Objective: Generate an extra £10,000 worth of revenue from a new product launch by the end of Q4.
How is this objective Specific?
Though it is a simple example, this objective is specific to generating £10,000 in revenue from a new product launch. The number is the important bit to make it specific.
Of course, on a far greater level, the specific nature of any objective must apply to the wider business. No objective is set in isolation from the long-term aims of the business, in fact, it must be an extension of the overall strategy of your organisation. This ties in with relevance.
CIM members can hear more about this by accessing a variety of resources on setting a marketing strategy via Marketing Expert, through their MyCIM account.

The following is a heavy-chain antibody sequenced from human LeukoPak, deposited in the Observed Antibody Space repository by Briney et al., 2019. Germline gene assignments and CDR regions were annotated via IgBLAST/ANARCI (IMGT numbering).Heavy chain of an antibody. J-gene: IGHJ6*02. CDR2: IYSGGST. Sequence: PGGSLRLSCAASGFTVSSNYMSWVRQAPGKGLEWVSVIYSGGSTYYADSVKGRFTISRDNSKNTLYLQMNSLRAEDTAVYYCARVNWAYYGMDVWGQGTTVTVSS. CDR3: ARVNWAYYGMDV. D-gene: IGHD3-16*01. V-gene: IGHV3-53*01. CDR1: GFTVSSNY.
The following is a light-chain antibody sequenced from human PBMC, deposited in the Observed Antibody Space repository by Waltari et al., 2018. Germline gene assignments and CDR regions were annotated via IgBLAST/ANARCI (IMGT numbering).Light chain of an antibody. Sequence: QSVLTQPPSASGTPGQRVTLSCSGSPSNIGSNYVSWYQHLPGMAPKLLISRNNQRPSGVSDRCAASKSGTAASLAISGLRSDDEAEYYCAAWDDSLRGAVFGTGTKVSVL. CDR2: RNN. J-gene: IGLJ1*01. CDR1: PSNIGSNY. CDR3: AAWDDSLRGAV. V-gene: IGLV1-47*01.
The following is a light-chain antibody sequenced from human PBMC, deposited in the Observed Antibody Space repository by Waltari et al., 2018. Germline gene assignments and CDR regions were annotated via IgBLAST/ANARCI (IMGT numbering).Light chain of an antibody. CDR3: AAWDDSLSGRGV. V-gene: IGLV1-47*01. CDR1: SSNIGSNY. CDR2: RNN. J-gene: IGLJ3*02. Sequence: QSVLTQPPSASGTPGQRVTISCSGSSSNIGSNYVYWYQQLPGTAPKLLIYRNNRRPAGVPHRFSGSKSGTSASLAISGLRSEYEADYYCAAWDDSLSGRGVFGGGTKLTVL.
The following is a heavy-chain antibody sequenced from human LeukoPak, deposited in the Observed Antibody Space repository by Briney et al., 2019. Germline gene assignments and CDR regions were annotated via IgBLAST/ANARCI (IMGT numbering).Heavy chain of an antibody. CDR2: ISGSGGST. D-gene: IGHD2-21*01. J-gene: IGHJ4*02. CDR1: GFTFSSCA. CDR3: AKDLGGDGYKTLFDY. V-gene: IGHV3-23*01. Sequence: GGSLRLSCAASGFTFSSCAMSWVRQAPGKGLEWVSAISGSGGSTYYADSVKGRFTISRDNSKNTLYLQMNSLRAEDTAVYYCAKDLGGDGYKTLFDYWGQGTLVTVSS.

What would happen if it wasn't specific
You'd never know if you achieved it or not, and thus what to do differently/the same next time.
How is this objective Measurable?
If revenue isn't measurable in your company, you may have a problem. So, to make this objective measurable, we'll be looking for revenue.
However, we've also said that it must be from a new product launch. In choosing an objective like this, you have to make sure your CMS systems are set up for accurate attribution of sales. Every sale of this new product must lead back to this objective, so just make sure you're tracking everything correctly as the best marketers do.
What would happen if it wasn't measurable
You'd be fighting for attribution and credit in your end-of-year review. Or your boss will be asking why you spent your marketing budget on anything.
How is this objective Achievable?
Let's pretend this new product costs £100. We've then only got to sell 100 of them to make that lofty £10,000 target, which feels pretty achievable. If the product costs £10, we've got a lot more work on our hands, but whether an objective is achievable is down to you, and your company's circumstances.